While it was known that another variety of moth called the tiger moth uses ultrasound as a defense mechanism, they do so using a vibrating membrane in their thorax (between the head and the abdomen), not from their genitalia.

Scientists understand that the hawkmoth probably evolved this mechanism as physical defense, to warn other moths, or to jam the bats’ echolocation. This is particularly fascinating for evolutionary biologists as it is an example of ‘convergence’ -- the appearance of similar features in separate groups of animals.

Why it matters: The more we learn about echolocation, the better we can design our ultrasound-based medical tools which are vital to observing the development of foetuses and tumour diagnosis.

Optical transistor switches states by trapping a single photon

What it is: Scientists have created a transistor that doesn’t operate with electrons but with photons.

Transistors are integral to modern computing. They use electric signals to manipulate electrons’ paths inside a circuit, such that traveling down some paths represents one function, etc.

The manipulation occurs mostly through what are called gates, which, depending on what the user wants, decide to block or let electrons through.

However, since electrons have to flow through wires, the speed of computing is limited by the speed of electrons moving through the wires. It was long ago realised that using transistors operated by light would do the trick, but nobody knew how.

On July 4, scientists from MIT announced a solution. Manipulating a cloud of ultracold atoms, they were able to pass some light through and block some light out using lasers.

These atoms were of cesium, which has a cool property of two ground states. Each ground state represents the cesium atom’s most stable, non-excited state. If a photon with a particular energy was beamed at them, its energy would be taken up by the atoms and they’d become excited to the energy level corresponding to one of the two ground states.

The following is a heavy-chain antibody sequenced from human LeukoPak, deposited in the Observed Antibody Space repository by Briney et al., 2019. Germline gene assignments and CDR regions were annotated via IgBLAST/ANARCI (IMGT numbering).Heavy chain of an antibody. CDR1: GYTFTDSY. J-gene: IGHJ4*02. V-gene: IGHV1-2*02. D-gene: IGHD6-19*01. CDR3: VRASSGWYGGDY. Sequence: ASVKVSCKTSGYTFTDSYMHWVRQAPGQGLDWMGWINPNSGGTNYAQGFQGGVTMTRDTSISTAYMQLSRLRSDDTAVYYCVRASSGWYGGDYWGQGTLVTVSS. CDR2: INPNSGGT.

When this happened, photons with the energy corresponding to the other ground state could pass through the gas; the rest would be blocked out.

Why it matters: Optical transistors could speed up classical computers by orders of magnitude, not to mention also reduce energy losses like heat.

Preserving a tortoise, and a legacy

What it is: An unusual project, that of stuffing a celebrity animal Lonesome George’s preserved body, was announced by a New York City museum.

George was the last known individual belonging to the Pinta island tortoise subspecies, gaining him the nickname “Lonesome George”. He died last year, aged more than a hundred, as a symbol of conservation efforts around the world.

It was this iconic status that has prompted the American Museum of Natural History and the Galapagos Natural Park to decide to have George’s preserved remains stuffed by a taxidermist.

The process involves incredible levels of meticulousness (even sculpting George’s wrinkles accurately!) and is expected to take about 6 months. The only ‘unnatural’ part of the stuffed product will be the eyes.

Notably, researchers last year found a group of tortoises carrying some Pinta genes indicating that there might yet be full-blooded Pintas living today.

Why it matters: This move may not be of as much scientific value as symbolic value. Efforts sparked by George’s discovery to repopulate the Galapagos Island with tortoises are still on. Tortoises enriched the ecosystem by opening up the land and spreading seeds. Attempts to mate George may have failed (using females of related subspecies did not work), but conservationists are hopeful especially after last year’s discovery.

Compiled by Vasudevan Mukunth, Nandita Jayaraj, Anuj Srivas